Aside from not showing him on the cover, Sinestro’s appearance is also unexpected, as he was just in the last issue.  Sinestro returns the following year in the debut issue of Secret Society of Super-Villains.

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Excellent art by Mike Grell on Maggin’s Green Arrow story in this issue.

He gets news that Black Canary has been killed, but the rest of this story is a flashback, leading up to this point, so the opening and closing are really the same.

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Oliver and Dinah had been investigating a crime cartel with a mysterious boss.  Black Canary decided to go undercover to infiltrate it.  But the message announcing her death makes it clear that something has gone wrong.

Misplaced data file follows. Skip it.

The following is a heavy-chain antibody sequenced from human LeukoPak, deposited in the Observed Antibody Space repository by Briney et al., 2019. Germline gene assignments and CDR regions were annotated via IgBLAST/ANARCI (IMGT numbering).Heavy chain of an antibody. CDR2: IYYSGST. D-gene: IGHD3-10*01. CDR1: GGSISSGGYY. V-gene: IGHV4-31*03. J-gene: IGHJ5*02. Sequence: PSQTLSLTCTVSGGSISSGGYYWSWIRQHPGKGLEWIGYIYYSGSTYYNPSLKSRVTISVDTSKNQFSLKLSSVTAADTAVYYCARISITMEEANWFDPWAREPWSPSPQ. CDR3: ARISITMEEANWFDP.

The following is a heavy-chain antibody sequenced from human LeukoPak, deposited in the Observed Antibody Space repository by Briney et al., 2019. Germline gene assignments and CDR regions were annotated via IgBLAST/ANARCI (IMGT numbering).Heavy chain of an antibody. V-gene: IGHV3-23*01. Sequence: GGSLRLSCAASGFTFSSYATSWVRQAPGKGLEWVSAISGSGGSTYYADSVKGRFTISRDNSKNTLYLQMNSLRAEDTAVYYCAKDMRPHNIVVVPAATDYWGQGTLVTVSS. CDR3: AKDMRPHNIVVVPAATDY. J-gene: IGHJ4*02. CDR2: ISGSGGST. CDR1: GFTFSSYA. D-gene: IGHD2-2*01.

The story continues in the next issue.

Action 441 – Superman vs Weather Wizard, and Green Arrow and Black Canary and a little white dog

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Action 441 (Nov. 74) had a cover that annoyed many readers, who took to the letter column about it.

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WGBS weatherman Oscar Asherman, introduced a while earlier in the pages of Superman, gets a major role in this Bates, Swan and Oskner story.  He predicts a blue tornado the following day, in the centre of the business district.  Morgan Edge is furious with Asherman, but that changes when the blue tornado manifests.

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Asherman’s bizarre predictions continue to come true, and Superman puts a lot of effort into diminishing their effects.